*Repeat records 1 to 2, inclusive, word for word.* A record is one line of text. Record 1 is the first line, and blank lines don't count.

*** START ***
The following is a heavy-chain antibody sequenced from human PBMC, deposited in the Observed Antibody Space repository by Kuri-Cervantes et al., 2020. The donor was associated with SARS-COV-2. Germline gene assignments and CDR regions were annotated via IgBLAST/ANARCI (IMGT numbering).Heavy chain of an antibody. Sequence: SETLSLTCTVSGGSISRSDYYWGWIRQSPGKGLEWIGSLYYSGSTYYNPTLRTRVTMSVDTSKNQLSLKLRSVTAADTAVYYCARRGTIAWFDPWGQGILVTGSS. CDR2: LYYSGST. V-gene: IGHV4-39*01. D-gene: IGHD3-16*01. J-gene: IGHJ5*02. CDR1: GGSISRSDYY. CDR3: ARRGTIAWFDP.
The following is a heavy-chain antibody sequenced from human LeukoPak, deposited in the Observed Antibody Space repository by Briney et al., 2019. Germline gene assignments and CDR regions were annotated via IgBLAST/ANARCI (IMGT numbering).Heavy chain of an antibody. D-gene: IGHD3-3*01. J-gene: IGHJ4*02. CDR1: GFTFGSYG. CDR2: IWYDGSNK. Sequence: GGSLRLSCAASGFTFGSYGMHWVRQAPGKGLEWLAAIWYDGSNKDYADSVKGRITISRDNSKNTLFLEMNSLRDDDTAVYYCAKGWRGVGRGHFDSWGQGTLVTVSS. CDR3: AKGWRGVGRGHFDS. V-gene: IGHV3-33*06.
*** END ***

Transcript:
The following is a heavy-chain antibody sequenced from human PBMC, deposited in the Observed Antibody Space repository by Kuri-Cervantes et al., 2020. The donor was associated with SARS-COV-2. Germline gene assignments and CDR regions were annotated via IgBLAST/ANARCI (IMGT numbering).Heavy chain of an antibody. Sequence: SETLSLTCTVSGGSISRSDYYWGWIRQSPGKGLEWIGSLYYSGSTYYNPTLRTRVTMSVDTSKNQLSLKLRSVTAADTAVYYCARRGTIAWFDPWGQGILVTGSS. CDR2: LYYSGST. V-gene: IGHV4-39*01. D-gene: IGHD3-16*01. J-gene: IGHJ5*02. CDR1: GGSISRSDYY. CDR3: ARRGTIAWFDP.
The following is a heavy-chain antibody sequenced from human LeukoPak, deposited in the Observed Antibody Space repository by Briney et al., 2019. Germline gene assignments and CDR regions were annotated via IgBLAST/ANARCI (IMGT numbering).Heavy chain of an antibody. D-gene: IGHD3-3*01. J-gene: IGHJ4*02. CDR1: GFTFGSYG. CDR2: IWYDGSNK. Sequence: GGSLRLSCAASGFTFGSYGMHWVRQAPGKGLEWLAAIWYDGSNKDYADSVKGRITISRDNSKNTLFLEMNSLRDDDTAVYYCAKGWRGVGRGHFDSWGQGTLVTVSS. CDR3: AKGWRGVGRGHFDS. V-gene: IGHV3-33*06.